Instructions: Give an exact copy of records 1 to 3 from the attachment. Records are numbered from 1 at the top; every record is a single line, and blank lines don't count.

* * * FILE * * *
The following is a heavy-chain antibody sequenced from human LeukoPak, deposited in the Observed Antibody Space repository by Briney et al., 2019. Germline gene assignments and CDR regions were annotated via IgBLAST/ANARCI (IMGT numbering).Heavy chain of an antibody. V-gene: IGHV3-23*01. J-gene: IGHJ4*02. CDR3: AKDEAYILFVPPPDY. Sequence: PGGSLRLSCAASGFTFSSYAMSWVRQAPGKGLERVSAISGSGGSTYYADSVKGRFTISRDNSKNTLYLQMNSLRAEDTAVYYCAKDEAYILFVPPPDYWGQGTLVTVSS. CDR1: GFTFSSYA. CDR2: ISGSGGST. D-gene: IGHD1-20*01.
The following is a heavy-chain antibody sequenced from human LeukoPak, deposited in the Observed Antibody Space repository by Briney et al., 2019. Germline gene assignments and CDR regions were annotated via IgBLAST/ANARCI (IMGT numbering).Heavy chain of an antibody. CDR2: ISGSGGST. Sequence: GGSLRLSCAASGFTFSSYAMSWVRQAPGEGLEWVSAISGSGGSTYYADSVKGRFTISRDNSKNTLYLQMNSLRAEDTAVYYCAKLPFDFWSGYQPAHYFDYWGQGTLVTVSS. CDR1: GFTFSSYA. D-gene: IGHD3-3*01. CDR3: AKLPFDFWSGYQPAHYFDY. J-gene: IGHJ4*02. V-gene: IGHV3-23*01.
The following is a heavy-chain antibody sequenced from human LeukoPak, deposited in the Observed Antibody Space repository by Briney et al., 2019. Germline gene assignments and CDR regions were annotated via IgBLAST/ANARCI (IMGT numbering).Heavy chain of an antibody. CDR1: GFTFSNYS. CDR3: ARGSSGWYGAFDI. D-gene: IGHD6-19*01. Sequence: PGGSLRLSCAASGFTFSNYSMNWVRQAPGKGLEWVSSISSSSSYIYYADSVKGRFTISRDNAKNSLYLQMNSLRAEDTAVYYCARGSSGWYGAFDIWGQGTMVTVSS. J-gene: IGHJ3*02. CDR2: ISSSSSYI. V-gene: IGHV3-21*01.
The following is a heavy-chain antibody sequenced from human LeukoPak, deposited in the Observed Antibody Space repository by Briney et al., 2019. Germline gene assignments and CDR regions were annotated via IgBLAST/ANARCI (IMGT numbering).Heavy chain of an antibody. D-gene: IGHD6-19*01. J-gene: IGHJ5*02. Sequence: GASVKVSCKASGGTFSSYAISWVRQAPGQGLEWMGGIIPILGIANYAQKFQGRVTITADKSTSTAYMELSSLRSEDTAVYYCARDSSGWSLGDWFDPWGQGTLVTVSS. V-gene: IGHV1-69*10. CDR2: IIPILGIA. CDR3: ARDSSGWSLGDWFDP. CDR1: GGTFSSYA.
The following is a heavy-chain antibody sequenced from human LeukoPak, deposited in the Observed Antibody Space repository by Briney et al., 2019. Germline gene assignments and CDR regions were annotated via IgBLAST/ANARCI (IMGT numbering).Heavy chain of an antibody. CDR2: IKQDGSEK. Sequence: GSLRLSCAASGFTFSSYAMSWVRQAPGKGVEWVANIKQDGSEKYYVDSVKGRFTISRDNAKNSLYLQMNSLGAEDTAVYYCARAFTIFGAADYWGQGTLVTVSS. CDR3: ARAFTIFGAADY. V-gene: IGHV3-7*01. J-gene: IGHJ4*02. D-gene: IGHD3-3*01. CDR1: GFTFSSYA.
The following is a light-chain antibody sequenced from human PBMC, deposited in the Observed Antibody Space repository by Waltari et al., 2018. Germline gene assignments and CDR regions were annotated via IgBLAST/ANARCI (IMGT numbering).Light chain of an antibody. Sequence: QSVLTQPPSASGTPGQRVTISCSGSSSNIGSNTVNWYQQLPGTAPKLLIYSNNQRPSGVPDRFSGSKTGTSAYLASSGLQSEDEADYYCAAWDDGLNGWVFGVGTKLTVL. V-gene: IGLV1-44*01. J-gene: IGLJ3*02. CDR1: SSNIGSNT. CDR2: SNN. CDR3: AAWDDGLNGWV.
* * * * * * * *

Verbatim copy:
The following is a heavy-chain antibody sequenced from human LeukoPak, deposited in the Observed Antibody Space repository by Briney et al., 2019. Germline gene assignments and CDR regions were annotated via IgBLAST/ANARCI (IMGT numbering).Heavy chain of an antibody. V-gene: IGHV3-23*01. J-gene: IGHJ4*02. CDR3: AKDEAYILFVPPPDY. Sequence: PGGSLRLSCAASGFTFSSYAMSWVRQAPGKGLERVSAISGSGGSTYYADSVKGRFTISRDNSKNTLYLQMNSLRAEDTAVYYCAKDEAYILFVPPPDYWGQGTLVTVSS. CDR1: GFTFSSYA. CDR2: ISGSGGST. D-gene: IGHD1-20*01.
The following is a heavy-chain antibody sequenced from human LeukoPak, deposited in the Observed Antibody Space repository by Briney et al., 2019. Germline gene assignments and CDR regions were annotated via IgBLAST/ANARCI (IMGT numbering).Heavy chain of an antibody. CDR2: ISGSGGST. Sequence: GGSLRLSCAASGFTFSSYAMSWVRQAPGEGLEWVSAISGSGGSTYYADSVKGRFTISRDNSKNTLYLQMNSLRAEDTAVYYCAKLPFDFWSGYQPAHYFDYWGQGTLVTVSS. CDR1: GFTFSSYA. D-gene: IGHD3-3*01. CDR3: AKLPFDFWSGYQPAHYFDY. J-gene: IGHJ4*02. V-gene: IGHV3-23*01.
The following is a heavy-chain antibody sequenced from human LeukoPak, deposited in the Observed Antibody Space repository by Briney et al., 2019. Germline gene assignments and CDR regions were annotated via IgBLAST/ANARCI (IMGT numbering).Heavy chain of an antibody. CDR1: GFTFSNYS. CDR3: ARGSSGWYGAFDI. D-gene: IGHD6-19*01. Sequence: PGGSLRLSCAASGFTFSNYSMNWVRQAPGKGLEWVSSISSSSSYIYYADSVKGRFTISRDNAKNSLYLQMNSLRAEDTAVYYCARGSSGWYGAFDIWGQGTMVTVSS. J-gene: IGHJ3*02. CDR2: ISSSSSYI. V-gene: IGHV3-21*01.